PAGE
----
It is important to have clear steps when handling, giving, and storing medications in Head Start programs. This will ensure that all children, including those who need medication during the day, can participate in the program.
Common reasons children may need medication include:
- Illnesses that require medication for a limited time (e.g., ear infection)
- Chronic conditions that require long-term medications administered daily or on another regular schedule (e.g., eczema, cystic fibrosis)
- Emergencies, where medications need to be available and administered only if needed (e.g., asthma episode, seizure, severe allergic reaction)
A collaborative statement from the leading health organizations emphasizes the important role schools play in supporting children with chronic conditions such as asthma, diabetes, dental disease, epilepsy, food allergies, mental health disorders, and obesity. Many children in Head Start programs may need this support, including support taking medication while in the program.
One of the most important responsibilities for a Head Start health services manager and the program’s health services staff is to provide clear steps on how medications should be organized and distributed. A successful process involves other staff and coordination with many Head Start management systems. Planning and ongoing communication with the child’s family and health care professionals are also required. This aligns with Head Start programs’ coordinated approach to quality services.
Setting up medication procedures helps reduce risks, which can be related to these factors:
- Young children need help from adults and caregivers when taking medication.
- A nurse or other health professional may not always be available to give all needed medications, making it necessary for other staff to be trained in safe medication administration.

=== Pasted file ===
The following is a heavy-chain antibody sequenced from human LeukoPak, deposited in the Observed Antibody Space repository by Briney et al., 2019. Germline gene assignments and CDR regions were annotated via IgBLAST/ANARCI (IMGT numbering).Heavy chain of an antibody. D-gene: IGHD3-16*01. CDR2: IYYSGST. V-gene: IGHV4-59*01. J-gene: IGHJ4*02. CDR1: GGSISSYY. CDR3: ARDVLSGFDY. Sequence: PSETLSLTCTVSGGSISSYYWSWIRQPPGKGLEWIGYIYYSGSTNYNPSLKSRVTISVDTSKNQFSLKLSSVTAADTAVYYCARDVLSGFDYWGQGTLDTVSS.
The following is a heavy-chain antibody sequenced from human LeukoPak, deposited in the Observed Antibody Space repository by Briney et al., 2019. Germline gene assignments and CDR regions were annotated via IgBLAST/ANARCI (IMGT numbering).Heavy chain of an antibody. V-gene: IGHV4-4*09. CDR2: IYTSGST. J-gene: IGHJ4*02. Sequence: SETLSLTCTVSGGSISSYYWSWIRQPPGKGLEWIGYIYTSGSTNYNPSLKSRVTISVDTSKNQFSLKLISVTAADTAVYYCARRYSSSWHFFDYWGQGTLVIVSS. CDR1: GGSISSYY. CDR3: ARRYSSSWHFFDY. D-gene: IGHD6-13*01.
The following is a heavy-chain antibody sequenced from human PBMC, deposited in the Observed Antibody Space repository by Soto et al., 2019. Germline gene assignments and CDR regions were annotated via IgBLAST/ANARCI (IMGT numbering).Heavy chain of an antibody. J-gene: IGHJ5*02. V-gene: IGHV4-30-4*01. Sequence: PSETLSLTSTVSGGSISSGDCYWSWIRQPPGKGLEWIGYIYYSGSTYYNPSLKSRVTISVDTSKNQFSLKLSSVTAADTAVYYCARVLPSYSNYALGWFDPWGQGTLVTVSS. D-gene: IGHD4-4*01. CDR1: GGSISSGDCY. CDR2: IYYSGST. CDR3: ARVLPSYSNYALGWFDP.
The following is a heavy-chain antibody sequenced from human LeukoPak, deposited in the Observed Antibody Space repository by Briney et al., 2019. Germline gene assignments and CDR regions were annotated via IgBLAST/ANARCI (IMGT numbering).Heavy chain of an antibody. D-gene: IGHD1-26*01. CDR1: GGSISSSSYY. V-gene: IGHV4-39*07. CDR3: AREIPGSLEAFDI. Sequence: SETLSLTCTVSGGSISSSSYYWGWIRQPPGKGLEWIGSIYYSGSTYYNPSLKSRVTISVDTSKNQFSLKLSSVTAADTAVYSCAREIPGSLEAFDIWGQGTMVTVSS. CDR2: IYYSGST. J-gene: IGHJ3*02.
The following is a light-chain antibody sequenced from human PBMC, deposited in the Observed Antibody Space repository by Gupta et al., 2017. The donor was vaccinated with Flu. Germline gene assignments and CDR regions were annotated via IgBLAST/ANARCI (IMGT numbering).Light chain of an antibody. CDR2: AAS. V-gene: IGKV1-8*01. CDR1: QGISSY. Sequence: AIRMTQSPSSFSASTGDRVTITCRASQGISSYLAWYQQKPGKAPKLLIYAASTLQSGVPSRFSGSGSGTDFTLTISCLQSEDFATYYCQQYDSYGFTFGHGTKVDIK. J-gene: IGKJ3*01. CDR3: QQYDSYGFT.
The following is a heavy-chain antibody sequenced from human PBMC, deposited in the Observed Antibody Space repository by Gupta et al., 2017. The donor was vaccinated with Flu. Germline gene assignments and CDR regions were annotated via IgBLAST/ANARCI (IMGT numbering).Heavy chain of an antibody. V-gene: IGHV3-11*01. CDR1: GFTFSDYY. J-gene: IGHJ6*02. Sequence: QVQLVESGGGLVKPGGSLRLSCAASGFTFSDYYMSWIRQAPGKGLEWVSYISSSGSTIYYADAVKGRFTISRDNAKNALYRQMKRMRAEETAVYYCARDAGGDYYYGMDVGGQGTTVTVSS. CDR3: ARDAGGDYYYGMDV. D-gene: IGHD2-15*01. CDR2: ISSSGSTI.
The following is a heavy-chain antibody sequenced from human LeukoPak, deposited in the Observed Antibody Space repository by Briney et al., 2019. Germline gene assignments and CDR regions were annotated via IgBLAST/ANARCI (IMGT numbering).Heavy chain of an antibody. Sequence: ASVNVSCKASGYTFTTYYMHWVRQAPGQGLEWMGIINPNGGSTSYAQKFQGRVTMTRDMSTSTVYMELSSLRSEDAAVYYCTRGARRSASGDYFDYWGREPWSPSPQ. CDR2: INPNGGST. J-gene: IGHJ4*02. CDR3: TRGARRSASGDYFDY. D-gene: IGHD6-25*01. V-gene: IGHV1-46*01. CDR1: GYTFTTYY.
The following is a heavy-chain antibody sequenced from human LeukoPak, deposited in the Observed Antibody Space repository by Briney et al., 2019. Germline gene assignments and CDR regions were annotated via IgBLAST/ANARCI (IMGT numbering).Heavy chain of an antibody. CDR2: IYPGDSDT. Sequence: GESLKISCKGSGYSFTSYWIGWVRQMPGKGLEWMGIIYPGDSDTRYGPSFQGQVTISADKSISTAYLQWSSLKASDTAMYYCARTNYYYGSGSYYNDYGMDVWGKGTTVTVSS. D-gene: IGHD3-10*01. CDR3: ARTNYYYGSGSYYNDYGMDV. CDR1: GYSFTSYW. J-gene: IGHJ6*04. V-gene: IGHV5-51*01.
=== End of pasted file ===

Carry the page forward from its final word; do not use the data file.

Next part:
- When a child needs an adult’s assistance and attention to take a medication, staff still need to maintain adequate supervision of all other children in their care.
- Medication dosing for young children is often based on weight and can result in different dosing for different children.
Head Start Health Services Competencies
CFH-21 Demonstrate safe methods that meet state and tribal requirements of administering medications, including consent, handling, labeling, storing, disposing, and recognizing possible side effects.
O-5 Understand the risk factors that make some people healthy, and other people unhealthy (e.g., determinants of health) that contribute to health disparities among culturally and linguistically diverse populations.
O-10 Share culturally, linguistically, and developmentally appropriate science-informed health education materials with children, families, and staff.
CFH-15 Help families identify and overcome barriers to completing further diagnostic testing, follow-up, and treatment.
CFH-16 Develop and implement Individual Health Care Plans (IHPs) for children with special health care needs, in collaboration with families, the medical home, and other related service providers.
CFH-29 Collect and use child and family health history, including current health needs, to help children and families achieve optimal wellness.
EF-1 Believe that families are experts about, and the primary decision makers for, their children’s health.